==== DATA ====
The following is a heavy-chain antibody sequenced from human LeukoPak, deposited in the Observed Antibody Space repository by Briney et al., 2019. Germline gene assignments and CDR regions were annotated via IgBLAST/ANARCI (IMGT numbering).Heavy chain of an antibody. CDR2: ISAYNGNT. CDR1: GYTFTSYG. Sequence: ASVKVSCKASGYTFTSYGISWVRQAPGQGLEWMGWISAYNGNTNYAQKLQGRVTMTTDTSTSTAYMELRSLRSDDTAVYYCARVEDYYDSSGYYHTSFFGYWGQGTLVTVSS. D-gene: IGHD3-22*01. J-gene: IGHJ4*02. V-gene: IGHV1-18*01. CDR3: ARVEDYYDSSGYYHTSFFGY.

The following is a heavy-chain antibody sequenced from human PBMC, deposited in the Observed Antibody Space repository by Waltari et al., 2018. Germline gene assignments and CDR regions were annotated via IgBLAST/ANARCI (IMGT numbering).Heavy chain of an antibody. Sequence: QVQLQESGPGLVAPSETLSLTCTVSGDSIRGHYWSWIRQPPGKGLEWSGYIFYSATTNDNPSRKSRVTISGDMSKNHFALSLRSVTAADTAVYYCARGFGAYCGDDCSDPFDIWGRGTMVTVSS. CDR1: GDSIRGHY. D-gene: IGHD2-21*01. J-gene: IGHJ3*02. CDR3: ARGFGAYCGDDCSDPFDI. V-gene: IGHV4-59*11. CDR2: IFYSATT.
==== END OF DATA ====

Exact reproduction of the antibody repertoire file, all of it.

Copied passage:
The following is a heavy-chain antibody sequenced from human LeukoPak, deposited in the Observed Antibody Space repository by Briney et al., 2019. Germline gene assignments and CDR regions were annotated via IgBLAST/ANARCI (IMGT numbering).Heavy chain of an antibody. CDR2: ISAYNGNT. CDR1: GYTFTSYG. Sequence: ASVKVSCKASGYTFTSYGISWVRQAPGQGLEWMGWISAYNGNTNYAQKLQGRVTMTTDTSTSTAYMELRSLRSDDTAVYYCARVEDYYDSSGYYHTSFFGYWGQGTLVTVSS. D-gene: IGHD3-22*01. J-gene: IGHJ4*02. V-gene: IGHV1-18*01. CDR3: ARVEDYYDSSGYYHTSFFGY.

The following is a heavy-chain antibody sequenced from human PBMC, deposited in the Observed Antibody Space repository by Waltari et al., 2018. Germline gene assignments and CDR regions were annotated via IgBLAST/ANARCI (IMGT numbering).Heavy chain of an antibody. Sequence: QVQLQESGPGLVAPSETLSLTCTVSGDSIRGHYWSWIRQPPGKGLEWSGYIFYSATTNDNPSRKSRVTISGDMSKNHFALSLRSVTAADTAVYYCARGFGAYCGDDCSDPFDIWGRGTMVTVSS. CDR1: GDSIRGHY. D-gene: IGHD2-21*01. J-gene: IGHJ3*02. CDR3: ARGFGAYCGDDCSDPFDI. V-gene: IGHV4-59*11. CDR2: IFYSATT.